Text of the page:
Articles

Measuring Productivity

In Performance targets, UK productivity on December 20, 2010 by Tim Aikens

Do companies actually measure productivity.  In the manufacturing industry I am sure most if not all do.  In service related businesses – maybe.  I’ve just had a look at three Annual Reports – BA, BT and Rolls Royce.  The first two are essentially service businesses.  In their report summaries they talk about the need to increase efficiency and in BT’s case the need to reduce headcount as their core business declines and they wait for new revenues to take up the slack.  But nowhere did I see any real focus on productivity.  I wonder why.  Is it because it is too hard to measure, too many different metrics or simply that they are not very good at it? Perhaps another reason is that they don’t want the competition to know how good (or bad) they are!

By contrast Rolls Royce which is primarily a manufacturing business, uses the average revenue per employee (averaged over three years and adjusted for price and exchange rate variations) as their key measure of productivity .  I suspect RR are more on top of the productivity issue than either BT or BA.  Why is this?  Is it because service productivity is harder to measure, does productivity count for less (versus service levels) or does senior management neither understand nor care?  I really doubt if it is the latter somehow, yet I still wonder if they make enough effort to put the metrics in place and use them to drive their strategy for increased efficiency.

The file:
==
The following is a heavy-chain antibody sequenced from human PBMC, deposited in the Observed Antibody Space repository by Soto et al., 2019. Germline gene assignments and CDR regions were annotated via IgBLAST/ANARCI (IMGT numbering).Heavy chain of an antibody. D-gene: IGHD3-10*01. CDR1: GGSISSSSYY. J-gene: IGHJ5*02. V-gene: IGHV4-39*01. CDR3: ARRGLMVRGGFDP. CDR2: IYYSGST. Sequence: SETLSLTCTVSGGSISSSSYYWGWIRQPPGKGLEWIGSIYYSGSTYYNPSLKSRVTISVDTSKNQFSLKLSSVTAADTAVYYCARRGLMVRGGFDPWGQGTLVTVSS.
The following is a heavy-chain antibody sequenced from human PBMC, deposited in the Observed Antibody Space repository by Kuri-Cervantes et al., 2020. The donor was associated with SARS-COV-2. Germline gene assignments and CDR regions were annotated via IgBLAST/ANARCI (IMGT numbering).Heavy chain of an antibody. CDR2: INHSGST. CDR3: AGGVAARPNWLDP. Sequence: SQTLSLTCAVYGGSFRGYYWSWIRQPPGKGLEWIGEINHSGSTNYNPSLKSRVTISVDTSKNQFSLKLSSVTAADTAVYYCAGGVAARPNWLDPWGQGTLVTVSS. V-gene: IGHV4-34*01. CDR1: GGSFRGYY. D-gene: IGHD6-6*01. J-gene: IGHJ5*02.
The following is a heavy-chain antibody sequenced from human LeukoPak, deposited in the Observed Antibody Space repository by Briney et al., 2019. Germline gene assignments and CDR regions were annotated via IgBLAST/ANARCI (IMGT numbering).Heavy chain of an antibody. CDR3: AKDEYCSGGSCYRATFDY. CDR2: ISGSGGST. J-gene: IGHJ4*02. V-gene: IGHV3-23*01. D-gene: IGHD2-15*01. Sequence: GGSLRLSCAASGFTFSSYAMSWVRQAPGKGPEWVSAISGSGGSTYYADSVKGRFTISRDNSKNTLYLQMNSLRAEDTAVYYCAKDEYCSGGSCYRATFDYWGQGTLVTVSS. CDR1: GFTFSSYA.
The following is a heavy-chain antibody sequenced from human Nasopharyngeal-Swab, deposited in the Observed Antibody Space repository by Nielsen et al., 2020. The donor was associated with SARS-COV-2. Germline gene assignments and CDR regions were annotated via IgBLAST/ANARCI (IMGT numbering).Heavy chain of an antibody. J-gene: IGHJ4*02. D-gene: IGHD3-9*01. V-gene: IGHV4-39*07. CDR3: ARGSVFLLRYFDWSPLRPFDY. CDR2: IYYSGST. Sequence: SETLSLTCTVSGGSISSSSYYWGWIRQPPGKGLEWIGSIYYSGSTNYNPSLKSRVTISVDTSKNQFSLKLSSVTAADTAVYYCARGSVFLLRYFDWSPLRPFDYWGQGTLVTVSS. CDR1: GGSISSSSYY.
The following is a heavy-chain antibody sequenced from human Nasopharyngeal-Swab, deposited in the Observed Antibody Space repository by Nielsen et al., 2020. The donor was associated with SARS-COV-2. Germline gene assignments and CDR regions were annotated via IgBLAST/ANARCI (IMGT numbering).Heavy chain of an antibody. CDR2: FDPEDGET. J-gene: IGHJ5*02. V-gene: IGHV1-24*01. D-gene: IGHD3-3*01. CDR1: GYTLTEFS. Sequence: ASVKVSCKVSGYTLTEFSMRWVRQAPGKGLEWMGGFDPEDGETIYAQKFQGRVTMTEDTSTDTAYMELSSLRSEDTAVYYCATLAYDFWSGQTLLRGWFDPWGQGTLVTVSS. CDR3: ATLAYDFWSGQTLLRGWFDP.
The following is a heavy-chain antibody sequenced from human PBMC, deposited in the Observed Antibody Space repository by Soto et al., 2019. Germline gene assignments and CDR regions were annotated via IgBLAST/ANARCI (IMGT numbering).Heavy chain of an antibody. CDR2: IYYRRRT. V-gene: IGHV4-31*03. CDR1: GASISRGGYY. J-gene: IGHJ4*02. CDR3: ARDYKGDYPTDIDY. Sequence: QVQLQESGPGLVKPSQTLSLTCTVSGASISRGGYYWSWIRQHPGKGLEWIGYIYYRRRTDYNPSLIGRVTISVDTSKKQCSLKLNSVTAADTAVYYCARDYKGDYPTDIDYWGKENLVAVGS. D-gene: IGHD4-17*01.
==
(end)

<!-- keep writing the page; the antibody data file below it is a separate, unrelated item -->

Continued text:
In my quick look at the Annual Reports, I also noticed the amount of space given to remuneration bonus schemes and reward generally.  Yet no real place for productivity per se.  I am glad to see an open and transparent approach to compensating senior executives. But if I was a shareholder in any of these companies (I don’t think I am!), then I would be keen to see what measures are in place to back up the easily made statements about improving efficiency.  Usually Annual Reports focus on the financial results with some key operational statistics. Rarely do they get into the meat of the operation that says how well they are doing say, in terms of quality or productivity.  Even if there is concern about competitive exposure it would at least give investors some idea of the extent to which executives had a focus on productivity.

Isn’t it time that large businesses – especially in the service sector were more transparent about how good or bad their productivity is, what their measures are and what their strategy is?

Merry Christmas and a prosperous New Year to all.  I will be back in 2010.

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